Painted eggs with various expressions

5 Clever Jokes in Japanese to Make Your Friends Laugh

Whether you’re hoping Japanese can get you a job, you’d like to learn enough of the language to travel or you’re just interested in how Japanese people see the world, taking a look at jokes in Japanese can give you a leg up.

Also, if you want to tell and understand jokes, not only will you have to take a closer look at the language, you’ll have to learn what makes Japanese humor unique, thereby gaining cultural insight.

So what are jokes in Japanese like? Let’s take a look!


Best Jokes in Japanese

Group of oranges on a gray background

1. “The orange on top of the aluminum can.”

(あるみかんのうえに ある みかん。)

“Aluminum can” in Japanese is アルミ缶 (あるみかん), where the split between words is あるみ + かん, but if you move the split one syllable to the left (ある + みかん), you end up with ある (there is) and みかん (mikan/mandarin orange). 

アルミ缶の上にあるみかん is a full sentence turned into a modifier, “___ that is on top of the aluminum can.” Therefore, the phrase is “The mikan that is on top of the aluminum can,” and arumikan is repeated twice.

2. “Where do the teachers eat and drink? In the staff room!”


(しょくいんは、どこで たべたり のんだりするん?しょくいんしつ で!)

職員 (staff) and 食飲 (eat and drink) are both read as shokuin ( しょくいん ).

So, you end up with:

“Where do the teachers eat and drink? In the staff (eating and drinking) room.”

3. “Japan falls into the sea and makes a splash.”

(にほんは うみに おちて、じゃっぱーん!)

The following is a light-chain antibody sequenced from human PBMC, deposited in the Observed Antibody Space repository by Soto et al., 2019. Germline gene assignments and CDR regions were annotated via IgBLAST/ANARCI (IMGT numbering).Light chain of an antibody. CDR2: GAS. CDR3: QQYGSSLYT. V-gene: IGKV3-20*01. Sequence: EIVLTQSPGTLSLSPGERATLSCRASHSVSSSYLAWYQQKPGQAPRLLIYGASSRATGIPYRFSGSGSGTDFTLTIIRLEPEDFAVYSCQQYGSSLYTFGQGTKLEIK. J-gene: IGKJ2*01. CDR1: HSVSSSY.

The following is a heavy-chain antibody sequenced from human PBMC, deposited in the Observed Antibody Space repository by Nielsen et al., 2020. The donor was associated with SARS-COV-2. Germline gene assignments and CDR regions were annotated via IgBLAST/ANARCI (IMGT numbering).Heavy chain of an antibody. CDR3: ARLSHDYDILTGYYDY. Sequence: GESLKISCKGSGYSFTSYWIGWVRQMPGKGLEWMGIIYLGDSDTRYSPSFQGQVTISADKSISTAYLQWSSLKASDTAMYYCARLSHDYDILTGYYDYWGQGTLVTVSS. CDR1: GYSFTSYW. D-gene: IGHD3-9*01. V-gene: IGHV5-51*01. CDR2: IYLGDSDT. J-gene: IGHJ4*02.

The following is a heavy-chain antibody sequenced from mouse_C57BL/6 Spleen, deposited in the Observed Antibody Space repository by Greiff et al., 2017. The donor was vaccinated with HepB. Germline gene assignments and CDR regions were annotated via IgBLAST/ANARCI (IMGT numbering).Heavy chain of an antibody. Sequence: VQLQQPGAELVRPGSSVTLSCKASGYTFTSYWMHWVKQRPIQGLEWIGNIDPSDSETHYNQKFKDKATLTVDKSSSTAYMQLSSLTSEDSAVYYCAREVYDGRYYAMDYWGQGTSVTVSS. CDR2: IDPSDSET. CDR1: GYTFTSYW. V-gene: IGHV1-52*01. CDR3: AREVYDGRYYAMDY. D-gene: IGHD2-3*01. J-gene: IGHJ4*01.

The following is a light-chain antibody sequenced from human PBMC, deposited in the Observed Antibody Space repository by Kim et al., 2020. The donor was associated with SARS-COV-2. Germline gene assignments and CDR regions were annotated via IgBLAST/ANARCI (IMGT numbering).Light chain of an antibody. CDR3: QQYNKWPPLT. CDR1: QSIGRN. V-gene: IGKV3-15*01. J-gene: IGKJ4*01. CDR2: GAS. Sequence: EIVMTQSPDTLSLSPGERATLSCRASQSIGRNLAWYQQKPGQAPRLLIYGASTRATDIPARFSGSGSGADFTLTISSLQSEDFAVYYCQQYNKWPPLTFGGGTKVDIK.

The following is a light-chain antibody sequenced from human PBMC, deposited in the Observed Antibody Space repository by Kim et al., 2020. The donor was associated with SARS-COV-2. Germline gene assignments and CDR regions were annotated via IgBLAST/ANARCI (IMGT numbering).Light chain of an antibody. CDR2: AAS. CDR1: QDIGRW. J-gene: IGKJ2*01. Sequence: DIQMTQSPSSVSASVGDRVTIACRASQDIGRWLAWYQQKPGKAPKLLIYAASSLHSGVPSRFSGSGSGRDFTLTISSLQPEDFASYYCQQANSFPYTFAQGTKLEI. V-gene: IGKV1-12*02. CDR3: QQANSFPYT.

日本 (にほん) means “Japan,” and ジャッパーン (じゃっぱああああん) is pronounced Jap-paaaaan, and comes from the onomatopoeia チャップン (ちゃっぷん), the sound of a large “sploosh,” or splashing. Therefore, “Japan falls into the sea, and Jap-paaaaan makes a splash.”

The Japanese onomatopoeia sounds like the English word for the country that is falling into the sea. It’s also funny because Japan is an archipelago, so there’s a lot of water.

4. “The futon was blown away.”

(ふとんが ふっとんだ。)

布団 (ふとん) is a mattress, and 吹っ飛ぶ (ふっとぶ) is “to be blown off.” As with the first joke about cans and oranges, this is a pun that repeats sounds while changing the meaning.

Unlike the former, the sound changes slightly in this joke: ふとん, or futon, becomes ふっとん(だ), or futton(da), acquiring an extra letter. It still works as a pun, though, as multiplying letters within Japanese words is one way of making them more expressive:

くさい (kusai) — It stinks.

くっさい! (kusssssssai!) — It really f***ing stinks!

ほら!(hora!) — Hey, look here.

オッラア!(orrrrrrrraaaaaaaaaa!!!!) — Hey…up yours.

5. “Thank you, Paprika.”


This joke is a form of しりとり, meaning “word chain” (but literally meaning “taking butts”), a game where one person writes a word, and the next person must write a word that starts with the last character of the previous word:

ありがとう (thank you) leads to…

とうらし (paprika) which leads to…

羅針盤 (らしんばん, compass)

Generally, only the final character is used in the gameIn this case, though, the last sound is used and because it’s a joke, rather than an official game of butt-taking, this transgression is completely viable.

The first half of the word means “thank you.” The latter half means “red pepper” (in some countries, “capsicum” or “paprika”).

Resources to Practice Telling Japanese Jokes


Thank you, thank you. I’m here until Tuesday. And now you can tell some Japanese jokes yourself!

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